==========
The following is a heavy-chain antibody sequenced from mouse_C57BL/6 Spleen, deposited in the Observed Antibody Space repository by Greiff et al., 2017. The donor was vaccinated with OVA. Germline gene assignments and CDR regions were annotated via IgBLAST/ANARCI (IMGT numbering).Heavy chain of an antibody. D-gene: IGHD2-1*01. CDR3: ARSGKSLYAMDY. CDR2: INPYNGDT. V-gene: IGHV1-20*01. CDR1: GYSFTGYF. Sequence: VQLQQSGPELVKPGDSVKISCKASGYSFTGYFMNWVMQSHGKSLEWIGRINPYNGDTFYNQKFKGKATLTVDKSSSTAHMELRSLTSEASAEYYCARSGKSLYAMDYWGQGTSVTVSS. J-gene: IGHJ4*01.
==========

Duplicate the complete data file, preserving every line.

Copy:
The following is a heavy-chain antibody sequenced from mouse_C57BL/6 Spleen, deposited in the Observed Antibody Space repository by Greiff et al., 2017. The donor was vaccinated with OVA. Germline gene assignments and CDR regions were annotated via IgBLAST/ANARCI (IMGT numbering).Heavy chain of an antibody. D-gene: IGHD2-1*01. CDR3: ARSGKSLYAMDY. CDR2: INPYNGDT. V-gene: IGHV1-20*01. CDR1: GYSFTGYF. Sequence: VQLQQSGPELVKPGDSVKISCKASGYSFTGYFMNWVMQSHGKSLEWIGRINPYNGDTFYNQKFKGKATLTVDKSSSTAHMELRSLTSEASAEYYCARSGKSLYAMDYWGQGTSVTVSS. J-gene: IGHJ4*01.